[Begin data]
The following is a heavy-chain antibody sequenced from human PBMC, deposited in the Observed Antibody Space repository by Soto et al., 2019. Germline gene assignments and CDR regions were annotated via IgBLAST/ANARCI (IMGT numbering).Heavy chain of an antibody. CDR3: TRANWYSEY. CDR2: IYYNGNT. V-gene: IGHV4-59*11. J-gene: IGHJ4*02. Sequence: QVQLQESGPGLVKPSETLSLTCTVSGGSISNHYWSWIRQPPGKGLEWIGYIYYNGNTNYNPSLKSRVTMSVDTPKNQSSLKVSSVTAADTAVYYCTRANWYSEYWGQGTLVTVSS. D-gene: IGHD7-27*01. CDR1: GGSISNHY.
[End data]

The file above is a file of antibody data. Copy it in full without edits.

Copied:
The following is a heavy-chain antibody sequenced from human PBMC, deposited in the Observed Antibody Space repository by Soto et al., 2019. Germline gene assignments and CDR regions were annotated via IgBLAST/ANARCI (IMGT numbering).Heavy chain of an antibody. CDR3: TRANWYSEY. CDR2: IYYNGNT. V-gene: IGHV4-59*11. J-gene: IGHJ4*02. Sequence: QVQLQESGPGLVKPSETLSLTCTVSGGSISNHYWSWIRQPPGKGLEWIGYIYYNGNTNYNPSLKSRVTMSVDTPKNQSSLKVSSVTAADTAVYYCTRANWYSEYWGQGTLVTVSS. D-gene: IGHD7-27*01. CDR1: GGSISNHY.